There is a kind of physiognomy in the names of men and women as well
as in their faces; our Christian name is ourself in our thoughts and in
the thoughts of those who know us, and nothing can separate it from our
existence. Unquestionably, also, there is a luck in names, and a
certain success in satisfying the public ear. To select fortunate
names, the bona nomina of Cicero, was anciently a matter of such
solicitude that it became a popular axiom, A good name is a good
fortune. From a good name arises a good anticipation, a fact novelists
and dramatists readily recognize; indeed, Shakespeare makes Falstaff
consider that the purchase of a commodity of good names was all that
was necessary to propitiate good fortune.
Imagine two persons starting in life as rivals in any profession,
and without doubt he who had the more forcible name would become the
more familiar with the public, and would therefore, in a business
sense, be likely to be the more successful. We all know that there are
names that circulate among us instantly, and make us friends with their
owners, though we have never seen them. They are lucky people whose
sponsors thus cast their names in pleasant and fortunate places.
It is a matter, then, of surprise that among civilized nations the
generality, even of educated people, are so careless on this subject.
Now evil is as often wrought for want of thought as for want of
knowledge, and as a stimulant to thought in parents the following
suggestions are offered.
It is not well to call the eldest son after the father, and the
eldest daughter after the mother. The object of names is to prevent
confusion, and this is not attained when the child's name is the same
as the parent's. Nor does the addition of junior or senior rectify
the fault; besides, the custom provokes the disrespectful addition of
old to the father. There is another very subtle danger in calling
children after parents. Such children are very apt to be regarded with
an undue partiality. This is a feeling never acknowledged, perhaps, but
which nevertheless makes its way into the hearts of the best of men and
women. It is easier to keep out evil than to put it out.
If the surname is common, the Christian name should be peculiar.
Almost any prefix is pardonable to Smith. John Smith has no
individuality left, but Godolphin Smith really reads aristocratically.
James Brown is no one, but Sequard Brown and Ignatius Brown are lifted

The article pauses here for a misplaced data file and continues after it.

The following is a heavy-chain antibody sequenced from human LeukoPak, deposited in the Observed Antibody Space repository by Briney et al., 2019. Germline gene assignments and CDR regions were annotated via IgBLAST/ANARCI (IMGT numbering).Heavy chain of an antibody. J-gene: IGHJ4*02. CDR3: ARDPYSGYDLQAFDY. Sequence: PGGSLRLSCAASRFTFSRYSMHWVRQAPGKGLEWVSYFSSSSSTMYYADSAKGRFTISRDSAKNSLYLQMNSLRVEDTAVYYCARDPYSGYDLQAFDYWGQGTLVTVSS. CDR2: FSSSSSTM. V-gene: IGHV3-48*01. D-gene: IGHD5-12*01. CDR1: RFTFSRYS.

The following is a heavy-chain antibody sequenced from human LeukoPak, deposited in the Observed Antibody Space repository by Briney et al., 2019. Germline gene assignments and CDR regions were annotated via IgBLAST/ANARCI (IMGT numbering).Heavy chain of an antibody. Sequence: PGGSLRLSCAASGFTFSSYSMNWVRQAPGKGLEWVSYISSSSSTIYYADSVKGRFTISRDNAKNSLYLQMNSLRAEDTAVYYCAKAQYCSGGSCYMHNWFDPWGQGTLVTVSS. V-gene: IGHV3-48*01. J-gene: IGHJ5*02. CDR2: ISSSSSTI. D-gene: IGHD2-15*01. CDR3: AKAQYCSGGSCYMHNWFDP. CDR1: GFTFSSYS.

out of the crowd. Some people get out of this difficulty by iterating
the name so as to compel respect. Thus, Jones Jones, of Jones's Hall,
has a moral swagger about it that would be sure to carry it through.
It is often a great advantage to have a very odd name, a little
difficult to remember at first, but which when once learned bites
itself into the memory. For instance, there was Jamsetjee Jeejeebhoy;
we have to make a hurdle-race over it, but once in the mind it is never
Remember in giving names that the children when grown up may be in
situations where they will have frequently to sign their initials, and
do not give names that might in this situation provoke contemptuous
remark. For instance, David Oliver Green,the initials make dog;
Clara Ann Thompson,the initials spell cat. Neither should a name be
given whose initial taken in conjunction with the surname suggests a
foolish idea, as Mr. P. Cox, or Mrs. T. Potts.
If the child is a boy, it may be equally uncomfortable for him to
have a long string of names. Suppose that in adult life he be comes a
merchant or banker, with plenty of business to do, then he will not be
well pleased to write George Henry Talbot Robinson two or three
hundred times a day.
It is not a bad plan to give girls only one baptismal name, so that
if they marry they can retain their maiden surname: as Elizabeth
Barrett Browning, Harriet Beecher Stowe. This is the practice among the
Society of Friends, and is worthy of more general adoption, for we
should then know at once on seeing the name of a lady whether she was